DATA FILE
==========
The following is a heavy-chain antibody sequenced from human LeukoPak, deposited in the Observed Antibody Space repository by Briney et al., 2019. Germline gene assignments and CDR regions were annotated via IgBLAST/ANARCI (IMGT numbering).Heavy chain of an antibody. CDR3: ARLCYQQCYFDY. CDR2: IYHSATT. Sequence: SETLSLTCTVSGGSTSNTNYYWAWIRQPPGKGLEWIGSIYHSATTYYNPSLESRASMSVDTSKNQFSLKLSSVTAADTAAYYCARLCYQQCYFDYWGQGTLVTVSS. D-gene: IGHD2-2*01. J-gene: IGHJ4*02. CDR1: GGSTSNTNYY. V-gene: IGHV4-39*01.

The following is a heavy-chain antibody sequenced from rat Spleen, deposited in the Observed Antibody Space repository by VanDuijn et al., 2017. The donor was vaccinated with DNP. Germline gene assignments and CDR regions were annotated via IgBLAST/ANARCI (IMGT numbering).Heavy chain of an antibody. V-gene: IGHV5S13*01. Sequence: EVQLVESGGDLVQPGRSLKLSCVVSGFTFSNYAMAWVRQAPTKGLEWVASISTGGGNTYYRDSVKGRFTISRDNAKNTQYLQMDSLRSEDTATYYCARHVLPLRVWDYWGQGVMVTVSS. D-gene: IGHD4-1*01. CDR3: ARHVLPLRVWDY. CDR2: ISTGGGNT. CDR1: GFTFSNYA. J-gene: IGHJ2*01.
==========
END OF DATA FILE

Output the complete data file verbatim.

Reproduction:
The following is a heavy-chain antibody sequenced from human LeukoPak, deposited in the Observed Antibody Space repository by Briney et al., 2019. Germline gene assignments and CDR regions were annotated via IgBLAST/ANARCI (IMGT numbering).Heavy chain of an antibody. CDR3: ARLCYQQCYFDY. CDR2: IYHSATT. Sequence: SETLSLTCTVSGGSTSNTNYYWAWIRQPPGKGLEWIGSIYHSATTYYNPSLESRASMSVDTSKNQFSLKLSSVTAADTAAYYCARLCYQQCYFDYWGQGTLVTVSS. D-gene: IGHD2-2*01. J-gene: IGHJ4*02. CDR1: GGSTSNTNYY. V-gene: IGHV4-39*01.

The following is a heavy-chain antibody sequenced from rat Spleen, deposited in the Observed Antibody Space repository by VanDuijn et al., 2017. The donor was vaccinated with DNP. Germline gene assignments and CDR regions were annotated via IgBLAST/ANARCI (IMGT numbering).Heavy chain of an antibody. V-gene: IGHV5S13*01. Sequence: EVQLVESGGDLVQPGRSLKLSCVVSGFTFSNYAMAWVRQAPTKGLEWVASISTGGGNTYYRDSVKGRFTISRDNAKNTQYLQMDSLRSEDTATYYCARHVLPLRVWDYWGQGVMVTVSS. D-gene: IGHD4-1*01. CDR3: ARHVLPLRVWDY. CDR2: ISTGGGNT. CDR1: GFTFSNYA. J-gene: IGHJ2*01.